Currently, the Minimum Wage in Laos is 900,000 kip ($97), but it is scheduled to increase to 1.1 million kips in 2021. However, there have been no increases since 2018. This is not good news for the country, which is one of the poorest in Southeast Asia. However, the minimum wage will increase as other countries in Southeast Asia do. It is still far below the minimum wage in other regions.
Laos’ minimum wage is 900,000 kip
The government of Laos has approved an increase to its minimum wage. From 900,000 kip per month to 1.1 million kips per month, it will take effect on 1 May, which coincides with International Labor Day. It is clear that this increase is a necessary step in ensuring a decent standard of living for workers. Yet, 900,000 kip per month is not nearly enough to sustain a family in Laos. To avoid a situation where the minimum wage isn’t sufficient to sustain a family, employers must understand the plight of their workers and increase their pay accordingly.
The increase in the minimum wage came about due to the fact that the cost of living in Laos is on the rise. Although the government has raised the minimum wage several times in recent years, it has been unable to prevent price increases for consumer goods. In 1991, the government approved the first increase in the minimum wage, which rose from 348,000 kips to 626,000 kips in 2012, and then to 900,000 kilos in 2015.
It will increase to 1.1 million kips in 2021
The Lao National Chamber of Commerce and Industry is pleased to see that the minimum wage will increase. The current minimum wage is 900,000 kip a month, which is still far from enough to cover the cost of living. The Lao Federation of Trade Unions has also called for a pay hike, and the LNCCI rejected the proposal, suggesting that the minimum wage be increased to 1.3 million kip a month. However, the government’s recent approval of minimum wage increases has not prevented the price of essential items from increasing significantly.
The announcement follows a petition by the Lao Federation of Trade Unions, which has argued that the government should increase the minimum wage in the country. The unions argued that a wage increase is necessary given the high cost of living and the growing costs of living. The Lao National Chamber of Commerce and Industry argued that the minimum wage should not increase above one million kips, and asked for a two-year implementation period.
It has not increased since 2018
Despite increasing the minimum wage every three years, the government hasn’t increased it since early 2018. This year, the Lao minimum wage is unchanged at 1.3 million kips per month. While the minimum wage in Laos is among the lowest in Southeast Asia, it’s still not enough to live on. Many workers have moved to neighboring Thailand in search of better-paying jobs, but the current situation is proving difficult for them.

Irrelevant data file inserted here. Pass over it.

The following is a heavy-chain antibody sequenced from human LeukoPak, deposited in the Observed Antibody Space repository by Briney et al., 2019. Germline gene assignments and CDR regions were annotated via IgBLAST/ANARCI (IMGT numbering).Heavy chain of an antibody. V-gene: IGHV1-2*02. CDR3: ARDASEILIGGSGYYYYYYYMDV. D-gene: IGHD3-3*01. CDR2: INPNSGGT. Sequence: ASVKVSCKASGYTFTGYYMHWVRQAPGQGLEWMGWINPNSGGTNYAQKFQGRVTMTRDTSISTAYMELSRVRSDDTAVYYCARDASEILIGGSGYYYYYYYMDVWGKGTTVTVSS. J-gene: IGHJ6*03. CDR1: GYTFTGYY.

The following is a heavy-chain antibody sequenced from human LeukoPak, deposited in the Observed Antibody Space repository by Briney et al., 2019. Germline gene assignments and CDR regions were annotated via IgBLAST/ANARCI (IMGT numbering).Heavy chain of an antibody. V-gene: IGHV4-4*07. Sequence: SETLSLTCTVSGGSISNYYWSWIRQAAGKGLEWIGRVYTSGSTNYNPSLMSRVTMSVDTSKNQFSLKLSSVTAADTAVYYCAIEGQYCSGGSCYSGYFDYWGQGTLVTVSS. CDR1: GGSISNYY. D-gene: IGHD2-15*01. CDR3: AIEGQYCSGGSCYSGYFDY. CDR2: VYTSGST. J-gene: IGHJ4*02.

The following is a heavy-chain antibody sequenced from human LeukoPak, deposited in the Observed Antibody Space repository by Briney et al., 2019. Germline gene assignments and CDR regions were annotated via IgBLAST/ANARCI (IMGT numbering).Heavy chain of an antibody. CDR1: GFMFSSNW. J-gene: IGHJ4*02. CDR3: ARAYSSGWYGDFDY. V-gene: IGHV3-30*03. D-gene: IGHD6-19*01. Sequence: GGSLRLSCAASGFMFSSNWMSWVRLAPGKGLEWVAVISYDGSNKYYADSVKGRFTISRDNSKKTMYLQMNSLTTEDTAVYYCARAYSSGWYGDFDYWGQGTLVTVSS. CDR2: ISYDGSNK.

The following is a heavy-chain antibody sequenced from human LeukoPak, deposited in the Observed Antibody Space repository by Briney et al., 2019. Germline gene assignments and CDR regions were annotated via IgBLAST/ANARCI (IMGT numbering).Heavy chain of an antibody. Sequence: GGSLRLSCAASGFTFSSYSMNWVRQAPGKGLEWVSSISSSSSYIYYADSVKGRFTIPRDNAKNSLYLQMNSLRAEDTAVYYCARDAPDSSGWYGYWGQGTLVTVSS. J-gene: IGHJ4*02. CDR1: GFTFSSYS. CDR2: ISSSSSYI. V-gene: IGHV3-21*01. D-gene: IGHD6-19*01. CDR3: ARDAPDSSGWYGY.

A recent petition by the Lao Federation of Trade Unions argues that the country needs to raise the minimum wage to keep pace with the rising cost of living. The LFTU says that raising the wage would attract more workers and that it would also improve the bottom line for employers. However, the Lao National Chamber of Commerce and Industry argues against raising the minimum wage beyond a million kip and has demanded that it be implemented gradually for two years.
It is one of the poorest countries in Southeast Asia
The communist government of Laos is committed to improving the lives of its people. To this end, the government has committed $100 million over 20 years to programs to clean up unexploded ordinances and provide rehabilitation centers for those who have been injured. In February 2016, Laos and the United States signed a Trade and Investment Framework Agreement, which will open up new opportunities and investments between the two countries. As one of the poorest countries in Southeast Asia, Laos has made significant progress since CARE International started working in the country in 1954.
Laos is home to seven million people and is one of the most impoverished countries in Southeast Asia. Despite its poor economic status, the country has continued to attract foreign investment owing to its relatively young population, and favorable tax regimes. This is despite the fact that the government in Laos has a communist command economy that is deeply embedded in a culture of poverty.
It has skyrocketing prices for gasoline, food, and everyday products
With the price of fuel, food, and everyday products rising rapidly, the price of the minimum wage in Laos has been out of control for months. Thankfully, the Lao government has backed the right move and decided to raise the minimum wage to 1.1 million kips a month by August. This will help millions of Laotians make ends meet and keep up with inflation.
Despite the rise in prices, Laos is still expensive – with prices of gas, food, and everyday products reaching over 200% of what they were before the increase. While Thongloun is backing the labor forces, the ruling Communist Party is keen to diversify the economy. While some business owners are concerned about the shortage of labor, it is estimated that approximately 170,000 Laotians are currently legally working in Thailand and earning higher wages than their Lao counterparts.